[0129] In order to evaluate the robustness of this new methodology, the same pulse separation scans have been performed for various pump laser powers. Conventional frequency scans have also been carried out in parallel under the same experimental conditions, in order to compare the relative SNR. In FIG. 9 the Q component is reported as a function of pulse separation. As can be seen, even the data corresponding to the lowest power are in agreement with the other sets despite the very low magnitude (less than 2 μV). The varying slopes of the experimental data about the zero crossing point are due to the corresponding S(f) amplitudes. The zero crossing points are coincident for all experimental laser powers, as expected from the same sample, and very good noise rejection is observed.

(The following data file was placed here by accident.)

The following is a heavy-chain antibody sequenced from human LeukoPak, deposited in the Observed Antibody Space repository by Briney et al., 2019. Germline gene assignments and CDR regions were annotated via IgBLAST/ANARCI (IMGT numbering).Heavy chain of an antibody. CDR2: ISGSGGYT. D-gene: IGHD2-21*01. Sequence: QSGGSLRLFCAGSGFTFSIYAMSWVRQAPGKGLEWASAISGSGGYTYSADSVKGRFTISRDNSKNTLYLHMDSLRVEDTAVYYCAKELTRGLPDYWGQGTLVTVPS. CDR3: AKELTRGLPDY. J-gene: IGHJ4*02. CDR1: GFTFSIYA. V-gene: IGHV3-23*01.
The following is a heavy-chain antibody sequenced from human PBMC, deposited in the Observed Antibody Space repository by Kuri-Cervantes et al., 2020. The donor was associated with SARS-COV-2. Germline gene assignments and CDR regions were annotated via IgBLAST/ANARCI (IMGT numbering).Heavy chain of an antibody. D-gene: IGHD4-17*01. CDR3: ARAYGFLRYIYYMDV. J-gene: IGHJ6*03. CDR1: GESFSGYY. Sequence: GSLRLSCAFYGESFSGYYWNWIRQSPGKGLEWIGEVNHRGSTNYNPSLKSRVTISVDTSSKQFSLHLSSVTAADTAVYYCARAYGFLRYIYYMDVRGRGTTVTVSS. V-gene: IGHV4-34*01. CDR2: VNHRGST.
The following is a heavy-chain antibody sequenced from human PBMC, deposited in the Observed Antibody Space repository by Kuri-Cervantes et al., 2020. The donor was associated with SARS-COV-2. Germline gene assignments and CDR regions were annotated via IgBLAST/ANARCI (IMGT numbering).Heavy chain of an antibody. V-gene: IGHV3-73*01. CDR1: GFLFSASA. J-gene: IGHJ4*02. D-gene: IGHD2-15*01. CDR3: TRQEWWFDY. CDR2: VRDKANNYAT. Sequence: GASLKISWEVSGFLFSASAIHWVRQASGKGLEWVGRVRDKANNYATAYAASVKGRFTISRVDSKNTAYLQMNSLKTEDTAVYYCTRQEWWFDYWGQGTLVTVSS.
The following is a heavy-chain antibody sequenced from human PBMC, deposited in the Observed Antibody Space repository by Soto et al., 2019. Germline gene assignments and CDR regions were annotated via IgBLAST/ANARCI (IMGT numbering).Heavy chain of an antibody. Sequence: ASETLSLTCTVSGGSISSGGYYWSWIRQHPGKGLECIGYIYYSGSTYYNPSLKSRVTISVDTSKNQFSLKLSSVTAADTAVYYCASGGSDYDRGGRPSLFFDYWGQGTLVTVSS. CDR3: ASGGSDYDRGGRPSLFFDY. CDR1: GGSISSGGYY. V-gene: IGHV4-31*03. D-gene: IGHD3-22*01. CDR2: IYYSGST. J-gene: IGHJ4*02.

[0130] The corresponding signal phase data, obtained by temporally varying the pump intensity as a 50% duty-cycle square wave, are reported in FIG. 10. The data corresponding to the two highest power values are in agreement, but those obtained at the lowest power are increasingly shifted with increasing modulation frequency. In the frequency range utilized in the pulse-scan measurements (f=500 Hz), the phase shift is approx. −1.5°. In order to give a comparison between the two methodologies, FIG. 11 shows a zoom in the vicinity of the zero crossing region of the curves reported in FIG. 9. Here two additional curves are included, showing the theoretical interpolation of the data obtained for P=150 mW, arbitrarily shifted by ±1.5° with respect to arg[(S(f)]=−45° (the semi-infinite photothermal case). It is evident that the spread Δ [0131] After the preliminary tests with the Zr alloy reference and the ensuing calibration procedure, experiments were performed with two Zr-2.5Nb shot-peened samples in order to test the sensitivity of the new instrumental methodology to minute thermomechanical inhomogeneities and to compare the results with those obtained by means of the conventional 50% duty-cycle frequency-scan PTR method. Shot peening [S. A. Meguid, ed., [0132] The two examined samples were shot peened at Almen intensities C5 and N7, respectively. The microhardness profiles obtained by Vickers indentation tests are shown in FIG. 12. The sample C5 reveals quite a small variation (≈10%) in the hardness value over a depth distance on the order of 100 μm, while the sample N7 exhibits an essentially flat hardness profile. Nevertheless, TEM examinations performed on this same sample have indicated that shot peening at N7 Almen intensity does affect the grain structure over a depth lower than 60 μm [K. F. Amouzouvi, L. J. Clegg, R. C. Styles and J. E. Winegar, private communication]. The foregoing shot peening process was chosen to test the new technique because its effects on the thermophysical properties of metals are minuscule. For comparison, photothermal depth profilometry of hardened steels by heat treatment, generates a phase contrast less than 5° even for hardness variations of one order of magnitude [T. T. N. Lan and H. G. Walther, J. Appl. Phys. 80, 5289 (1996)]. This suggests than a very small contrast signal should be expected from shot peened samples. [0133] In FIG. 13 the Q signals corresponding to various τ [0134] For the purposes of this application of the present invention, conventional PTR frequency scans were further performed for comparison by using the same setup and the same 250-mW optical power for all the measurements. The only change was in the excitation-laser-beam modulation waveform, a 50% duty-cycle square wave. The experimental data, normalized by the data obtained from the Zr reference, are reported in FIG. 16. The systematic high-frequency-amplitude differences of the two curves in FIG. 16( [0135] In conclusion, the PTR experimental calibration of the novel common-mode-rejection demodulation technique was shown to be a very promising high-detectivity measurement method for low-dynamic-range and poor-SNR signals, such as those obtained with thermal-wave diagnostics. Results with two shot-peened Zr-2.5Nb samples have shown that this technique is sensitive enough to resolve minute differences in thermophysical properties resulting from mechanical structure changes of these materials after shot peening and to monitor hardness depth profiles by means of the value of the Im[S(f)])]/Re[S(f)] ratio at several frequencies. Conventional single-ended frequency-scanned PTR detection proved unable to resolve these differences. [0136] ii) Frequency-Swept (“Chirp”)/PTR Combination Method [0137] A combination of chopped illumination and frequency swept (“chirped”) detection has been used for a quantitative kinetic PTR study based on the real-time monitoring of the temporal evolution of the low-injection minority-carrier transport properties of two silicon wafers which exhibited PTR transients. Depending on crystal growth and wafer manufacturing conditions, some lower quality Si wafers exhibit mild or strong temporal transients under the PTR probe. PTR frequency scans were performed in the steady state following the complete saturation of the PTR transient. The two 6″ Si wafers used in this study were provided by Mitel SCC (Bromont, Quebec, Canada). One wafer was unprocessed 10-15 Ω-cm n-type (100) wafer with oxygen content between 30-to-38 ppma. The wafers were polished using a colloidal suspension of SiO [0138] The experimental setup for the PTR method used to obtain conventional frequency scans has been described previously [S. J. Sheard and M. G. Somekh, Infrared Phys. 28, 287 (1988)]. The instrumental technique of photothermal chirped frequency sweep has also been described in detail by A. Mandelis, IEEE Trans. Ultrasonics, Ferroelectrics, Freq. Control, UFFC-33, 590 (1986)]. The new combined apparatus for the simultaneous monitoring of transient evolution and chirped-PTR correlation and spectral analysis is shown in FIG. 17. An Ar [0139] The amplitude and the phase of the PTR frequency response of the unprocessed n-Si at steady-state, FIG. 19, were fitted simultaneously, by using the computational multi-parameter fitting procedure (described in the next section below) to a three-dimensional theoretical model, taking into account the laser beam spotsize, the thickness of the wafer, the photoexcited minority-carrier plasma-wave generation, and the optical-to-thermal energy conversion following lattice absorption. The following values were used to obtain the best fit for both signal channels: lifetime τ=110 μs; photoexcited minority carrier diffusion coefficient D [0140] The phase and amplitude of the spectral transfer function H(f) of the PTR signal from the frequency-sweep measurements at the onset of the laser (curve [0141] In conclusion, we have presented an example of the Si-wafer diagnostic use of frequency-swept PTR in the form of combined frequency-swept and single-frequency-modulated technique suitable for the simultaneous kinetic measurement of surface-state annealing temporal evolution and minority-carrier transport properties at several time windows along the transient generated by low-power-laser-irradiation on n- and p-type silicon wafers subjected to optical annealing. A quantitative dependence of the front-surface recombination velocity decrease on the total annealing time in laser-irradiated unoxidized n-Si was extracted. The use of frequency-swept PTR to obtain fast frequency scans, time-averaged on the order of one minute, at pre-determined sites on a Si wafer and extract the local electronic and thermal transport properties is a straightforward extension of this example. [0142] iii) Multi-Parameter Computational Method for Thermo-Electronic Parameters Determination of Semicondutor Wafers [0143] a) Description of the Method. [0144] In order to obtain a particular set of parameters from PTR measurements of a Si wafer, a multi-parameter fitting procedure based on the simulation trends was developed. The total blackbody (Plank) radiation emitted from a silicon sample illuminated with a modulated laser beam arises from two sources: emission of IR radiation from the photo-excited carrier plasma-wave (injected excess carrier density) and from direct lattice photon absorption and optical-to-thermal (nonradiative) power conversion leading to temperature rise (a thermal wave) [S. J. Sheard, M. G. Somekh, and T. Hiller, Mat. Sci. and Eng, B 5, 101; (1990) A. Mandelis, Solid State Electron. 42, 1 (1998); M. Hiller, M. G. Somekh, S. J. Sheard, and D. R. Newcombe, Mat. Sci. and Eng. B 5, 107 (1990)] Sheard and co-workers observed experimentally that under infrared photothermal radiometric (PTR) detection, carrier emission dominates and the thermal-wave contribution can be neglected for some Si samples. This observation was addressed theoretically recently [see, A. Salnick, A. Mandelis, H. Ruda, and C. Jean, J. Appl. Phys. 82, 1853 (1997); A. Salnick, A. Mandelis, and C. Jean, Appl. Phys. Lett. 69, 17 (1996)]. These authors generated a composite plasma- and thermal-wave PTR model of semiconductors and showed that the plasma-wave signal component can dominate in high-quality materials virtually at all modulation frequencies. However, in this model the radial spatial variation of laser-generated excess carriers and of the temperature rise was not considered [T. Ikari, A. Salnik, and A. Mandelis, J. Appl. Phys. 85, 7392 (1999)] have presented a general theoretical model for the laser-induced PTR signal from a semiconductor wafer of finite thickness using a three-dimensional geometry. In this model, carrier diffusion and recombination, as well as heat conduction, along the radial and axial directions in the sample were taken into account using cylindrical coordinates. A pair of conventional coupled plasma- and heat diffusion-wave equations were written and solved in Hankel space. In this theoretical framework, the plasma and thermal components can be written as follows: